We’ve reported on this in the past……however more information is available. According to a new study in the Feb. 2 issue of The Journal of Neuroscience, during sleep the brain preferentially retains the memories that are most relevant. Researchers set up two experiments to test memory retrieval. In the first experiment, people were asked to learn 40 pairs of words and in the second, participants played a card game where they matched pictures of animals and objects. In both groups, half the volunteers were told that they would be tested in 10 hours. However, all participants were tested later on how well they recalled their tasks.
It turned out that the people who slept and knew a test was coming had substantially improved memory recall. Sleep was critical to memory enhancement. There was an increase in brain activity during deep or “slow wave” sleep in those volunteers knew they would be tested for memory recall.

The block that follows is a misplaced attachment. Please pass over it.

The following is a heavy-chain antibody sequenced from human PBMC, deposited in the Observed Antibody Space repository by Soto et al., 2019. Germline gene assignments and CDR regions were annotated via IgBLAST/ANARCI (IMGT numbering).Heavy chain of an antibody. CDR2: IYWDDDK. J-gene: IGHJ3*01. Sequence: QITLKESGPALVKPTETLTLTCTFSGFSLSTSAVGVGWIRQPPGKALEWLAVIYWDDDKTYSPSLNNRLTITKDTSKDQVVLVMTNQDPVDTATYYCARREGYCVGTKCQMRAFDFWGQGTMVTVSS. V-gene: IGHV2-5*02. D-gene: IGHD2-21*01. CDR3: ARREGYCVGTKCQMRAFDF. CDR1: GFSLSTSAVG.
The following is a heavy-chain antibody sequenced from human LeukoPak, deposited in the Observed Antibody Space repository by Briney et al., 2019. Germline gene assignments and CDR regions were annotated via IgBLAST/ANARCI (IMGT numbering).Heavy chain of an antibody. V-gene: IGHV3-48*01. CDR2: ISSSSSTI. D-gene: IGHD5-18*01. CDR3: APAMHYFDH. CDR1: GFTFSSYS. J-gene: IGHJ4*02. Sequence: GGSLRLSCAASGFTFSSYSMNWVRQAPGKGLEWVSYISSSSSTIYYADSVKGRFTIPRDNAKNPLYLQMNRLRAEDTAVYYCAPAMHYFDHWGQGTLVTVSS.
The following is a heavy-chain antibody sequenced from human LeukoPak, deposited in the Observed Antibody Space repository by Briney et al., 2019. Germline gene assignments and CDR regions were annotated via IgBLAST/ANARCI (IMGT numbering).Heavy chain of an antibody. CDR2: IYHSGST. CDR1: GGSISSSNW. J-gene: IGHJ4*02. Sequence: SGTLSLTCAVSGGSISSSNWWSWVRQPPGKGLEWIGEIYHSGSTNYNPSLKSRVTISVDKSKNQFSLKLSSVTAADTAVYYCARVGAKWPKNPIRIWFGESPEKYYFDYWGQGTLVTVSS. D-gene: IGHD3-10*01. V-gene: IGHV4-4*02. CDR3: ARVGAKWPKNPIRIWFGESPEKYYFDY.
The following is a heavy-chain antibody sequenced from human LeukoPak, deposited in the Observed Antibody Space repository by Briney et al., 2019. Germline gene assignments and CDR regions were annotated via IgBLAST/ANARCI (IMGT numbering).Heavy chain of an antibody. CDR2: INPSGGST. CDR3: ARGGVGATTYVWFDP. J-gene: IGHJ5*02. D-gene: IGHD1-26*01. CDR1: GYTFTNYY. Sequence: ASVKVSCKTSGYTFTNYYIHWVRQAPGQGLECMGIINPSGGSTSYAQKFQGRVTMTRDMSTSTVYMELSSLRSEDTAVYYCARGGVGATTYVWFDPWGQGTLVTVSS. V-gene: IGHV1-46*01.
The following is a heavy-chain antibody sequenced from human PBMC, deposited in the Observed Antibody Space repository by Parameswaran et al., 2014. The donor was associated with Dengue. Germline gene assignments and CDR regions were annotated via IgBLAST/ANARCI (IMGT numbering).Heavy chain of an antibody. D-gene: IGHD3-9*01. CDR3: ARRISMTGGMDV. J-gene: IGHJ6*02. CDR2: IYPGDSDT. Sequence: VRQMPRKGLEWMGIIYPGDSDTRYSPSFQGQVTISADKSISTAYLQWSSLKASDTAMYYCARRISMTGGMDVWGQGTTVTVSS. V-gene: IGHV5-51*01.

This should interest managers caring that employees retain on the job and other training. Safety, human resource, and facility managers might consider fatigue management training to ensure employees are fully aware of the benefits of sleep for themselves and the workplace.
The researchers think that the brain’s prefrontal cortex focuses on memories viewed as relevant while awake and the hippocampus consolidates these memories during sleep.
This is another study that points to the importance sleep to memory retention – something shift workers and their managers should really care about.